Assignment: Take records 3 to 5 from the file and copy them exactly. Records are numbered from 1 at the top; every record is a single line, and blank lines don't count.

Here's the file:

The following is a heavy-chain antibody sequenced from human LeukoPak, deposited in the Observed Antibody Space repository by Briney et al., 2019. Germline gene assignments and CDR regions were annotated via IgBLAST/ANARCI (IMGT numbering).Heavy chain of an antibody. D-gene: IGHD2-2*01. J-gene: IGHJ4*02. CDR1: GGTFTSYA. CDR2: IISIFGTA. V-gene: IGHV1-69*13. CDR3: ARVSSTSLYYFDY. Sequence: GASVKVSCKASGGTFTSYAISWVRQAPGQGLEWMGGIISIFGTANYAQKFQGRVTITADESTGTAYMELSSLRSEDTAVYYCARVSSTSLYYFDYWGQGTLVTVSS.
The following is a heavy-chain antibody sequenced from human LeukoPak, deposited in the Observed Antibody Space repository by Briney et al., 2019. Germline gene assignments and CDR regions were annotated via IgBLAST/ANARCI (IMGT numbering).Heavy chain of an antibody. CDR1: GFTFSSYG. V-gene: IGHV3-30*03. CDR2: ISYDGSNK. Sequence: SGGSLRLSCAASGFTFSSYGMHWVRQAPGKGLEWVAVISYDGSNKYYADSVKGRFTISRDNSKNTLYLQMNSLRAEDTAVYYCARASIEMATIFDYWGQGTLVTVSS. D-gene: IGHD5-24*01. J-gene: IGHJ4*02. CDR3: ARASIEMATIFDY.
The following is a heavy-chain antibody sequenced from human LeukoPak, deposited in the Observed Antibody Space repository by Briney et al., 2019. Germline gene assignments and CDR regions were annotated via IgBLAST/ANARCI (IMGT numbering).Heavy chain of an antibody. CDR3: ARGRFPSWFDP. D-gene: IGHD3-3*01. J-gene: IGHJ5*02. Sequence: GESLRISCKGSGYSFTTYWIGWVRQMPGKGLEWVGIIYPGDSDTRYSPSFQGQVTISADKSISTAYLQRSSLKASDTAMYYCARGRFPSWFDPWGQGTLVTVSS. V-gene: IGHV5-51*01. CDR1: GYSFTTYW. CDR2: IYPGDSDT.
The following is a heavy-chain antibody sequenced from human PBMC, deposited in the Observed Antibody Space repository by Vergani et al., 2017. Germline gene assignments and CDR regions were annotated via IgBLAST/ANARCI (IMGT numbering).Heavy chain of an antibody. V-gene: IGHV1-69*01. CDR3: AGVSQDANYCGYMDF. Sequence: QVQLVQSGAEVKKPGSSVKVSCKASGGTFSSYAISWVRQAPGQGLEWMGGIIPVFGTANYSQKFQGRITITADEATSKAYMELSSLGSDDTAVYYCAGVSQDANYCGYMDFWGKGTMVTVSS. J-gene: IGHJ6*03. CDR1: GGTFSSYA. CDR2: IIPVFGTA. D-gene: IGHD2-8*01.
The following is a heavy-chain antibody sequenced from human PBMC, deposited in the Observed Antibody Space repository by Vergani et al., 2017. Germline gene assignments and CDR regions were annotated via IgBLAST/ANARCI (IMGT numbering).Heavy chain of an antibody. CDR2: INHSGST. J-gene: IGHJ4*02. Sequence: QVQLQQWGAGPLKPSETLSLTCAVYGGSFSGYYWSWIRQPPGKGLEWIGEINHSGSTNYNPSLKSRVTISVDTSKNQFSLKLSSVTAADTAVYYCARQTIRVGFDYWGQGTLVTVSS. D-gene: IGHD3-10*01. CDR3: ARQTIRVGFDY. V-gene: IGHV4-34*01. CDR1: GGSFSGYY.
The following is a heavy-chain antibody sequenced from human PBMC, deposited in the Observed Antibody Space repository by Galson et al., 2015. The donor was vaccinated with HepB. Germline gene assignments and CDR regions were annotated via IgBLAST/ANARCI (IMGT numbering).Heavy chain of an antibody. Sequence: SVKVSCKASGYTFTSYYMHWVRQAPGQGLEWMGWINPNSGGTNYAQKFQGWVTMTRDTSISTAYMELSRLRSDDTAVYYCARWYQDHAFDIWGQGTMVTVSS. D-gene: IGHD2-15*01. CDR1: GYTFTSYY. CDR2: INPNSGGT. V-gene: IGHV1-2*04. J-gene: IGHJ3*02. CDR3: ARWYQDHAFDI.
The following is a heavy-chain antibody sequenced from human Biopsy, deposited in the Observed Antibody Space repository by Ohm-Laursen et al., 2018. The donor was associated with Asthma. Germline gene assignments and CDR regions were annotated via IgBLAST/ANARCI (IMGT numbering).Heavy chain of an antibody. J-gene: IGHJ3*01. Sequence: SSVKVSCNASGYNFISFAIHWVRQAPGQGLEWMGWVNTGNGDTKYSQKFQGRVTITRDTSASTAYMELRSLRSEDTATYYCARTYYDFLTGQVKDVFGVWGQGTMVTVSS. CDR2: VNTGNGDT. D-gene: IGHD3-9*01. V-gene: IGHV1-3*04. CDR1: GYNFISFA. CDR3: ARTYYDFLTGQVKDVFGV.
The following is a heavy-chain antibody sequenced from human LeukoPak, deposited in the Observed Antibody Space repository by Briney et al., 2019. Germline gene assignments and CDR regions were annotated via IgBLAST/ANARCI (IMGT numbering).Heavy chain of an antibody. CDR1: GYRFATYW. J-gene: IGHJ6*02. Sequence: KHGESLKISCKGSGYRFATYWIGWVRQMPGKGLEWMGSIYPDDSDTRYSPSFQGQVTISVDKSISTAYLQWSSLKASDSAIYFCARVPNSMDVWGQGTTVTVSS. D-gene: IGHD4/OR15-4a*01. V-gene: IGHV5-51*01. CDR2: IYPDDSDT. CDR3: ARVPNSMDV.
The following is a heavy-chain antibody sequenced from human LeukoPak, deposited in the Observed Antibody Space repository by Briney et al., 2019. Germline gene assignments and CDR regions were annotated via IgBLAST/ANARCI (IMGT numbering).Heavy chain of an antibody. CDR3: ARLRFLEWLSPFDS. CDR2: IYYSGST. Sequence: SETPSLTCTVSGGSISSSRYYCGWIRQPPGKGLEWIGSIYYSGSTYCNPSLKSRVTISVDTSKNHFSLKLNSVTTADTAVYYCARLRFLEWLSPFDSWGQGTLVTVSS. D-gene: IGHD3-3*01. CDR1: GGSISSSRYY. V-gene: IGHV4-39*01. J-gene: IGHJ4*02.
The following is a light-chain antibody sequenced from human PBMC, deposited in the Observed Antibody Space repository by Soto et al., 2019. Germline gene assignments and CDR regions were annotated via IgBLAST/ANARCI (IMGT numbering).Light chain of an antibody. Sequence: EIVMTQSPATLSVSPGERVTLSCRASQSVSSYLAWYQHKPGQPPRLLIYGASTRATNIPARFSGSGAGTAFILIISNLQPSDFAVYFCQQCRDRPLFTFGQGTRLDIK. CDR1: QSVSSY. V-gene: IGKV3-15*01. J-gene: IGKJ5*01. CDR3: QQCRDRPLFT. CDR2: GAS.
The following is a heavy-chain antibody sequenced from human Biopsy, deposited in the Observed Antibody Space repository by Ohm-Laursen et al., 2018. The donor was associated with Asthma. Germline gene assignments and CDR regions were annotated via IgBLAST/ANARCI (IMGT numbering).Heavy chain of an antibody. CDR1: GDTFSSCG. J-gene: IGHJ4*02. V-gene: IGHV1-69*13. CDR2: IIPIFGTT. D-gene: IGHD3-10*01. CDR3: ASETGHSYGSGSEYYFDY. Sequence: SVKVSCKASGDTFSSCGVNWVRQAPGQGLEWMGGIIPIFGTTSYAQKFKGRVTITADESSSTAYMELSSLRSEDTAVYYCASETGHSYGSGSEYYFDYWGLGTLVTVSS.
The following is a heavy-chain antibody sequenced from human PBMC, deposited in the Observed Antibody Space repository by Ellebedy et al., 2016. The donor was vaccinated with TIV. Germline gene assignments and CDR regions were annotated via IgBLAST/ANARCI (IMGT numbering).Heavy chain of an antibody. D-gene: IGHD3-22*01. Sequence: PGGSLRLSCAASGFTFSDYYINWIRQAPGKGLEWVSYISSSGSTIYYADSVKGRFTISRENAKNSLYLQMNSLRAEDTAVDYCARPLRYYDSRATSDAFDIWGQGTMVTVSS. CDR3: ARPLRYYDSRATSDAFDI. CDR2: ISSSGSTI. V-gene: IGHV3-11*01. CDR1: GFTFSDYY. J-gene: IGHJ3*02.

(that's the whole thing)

The following is a heavy-chain antibody sequenced from human LeukoPak, deposited in the Observed Antibody Space repository by Briney et al., 2019. Germline gene assignments and CDR regions were annotated via IgBLAST/ANARCI (IMGT numbering).Heavy chain of an antibody. CDR3: ARGRFPSWFDP. D-gene: IGHD3-3*01. J-gene: IGHJ5*02. Sequence: GESLRISCKGSGYSFTTYWIGWVRQMPGKGLEWVGIIYPGDSDTRYSPSFQGQVTISADKSISTAYLQRSSLKASDTAMYYCARGRFPSWFDPWGQGTLVTVSS. V-gene: IGHV5-51*01. CDR1: GYSFTTYW. CDR2: IYPGDSDT.
The following is a heavy-chain antibody sequenced from human PBMC, deposited in the Observed Antibody Space repository by Vergani et al., 2017. Germline gene assignments and CDR regions were annotated via IgBLAST/ANARCI (IMGT numbering).Heavy chain of an antibody. V-gene: IGHV1-69*01. CDR3: AGVSQDANYCGYMDF. Sequence: QVQLVQSGAEVKKPGSSVKVSCKASGGTFSSYAISWVRQAPGQGLEWMGGIIPVFGTANYSQKFQGRITITADEATSKAYMELSSLGSDDTAVYYCAGVSQDANYCGYMDFWGKGTMVTVSS. J-gene: IGHJ6*03. CDR1: GGTFSSYA. CDR2: IIPVFGTA. D-gene: IGHD2-8*01.
The following is a heavy-chain antibody sequenced from human PBMC, deposited in the Observed Antibody Space repository by Vergani et al., 2017. Germline gene assignments and CDR regions were annotated via IgBLAST/ANARCI (IMGT numbering).Heavy chain of an antibody. CDR2: INHSGST. J-gene: IGHJ4*02. Sequence: QVQLQQWGAGPLKPSETLSLTCAVYGGSFSGYYWSWIRQPPGKGLEWIGEINHSGSTNYNPSLKSRVTISVDTSKNQFSLKLSSVTAADTAVYYCARQTIRVGFDYWGQGTLVTVSS. D-gene: IGHD3-10*01. CDR3: ARQTIRVGFDY. V-gene: IGHV4-34*01. CDR1: GGSFSGYY.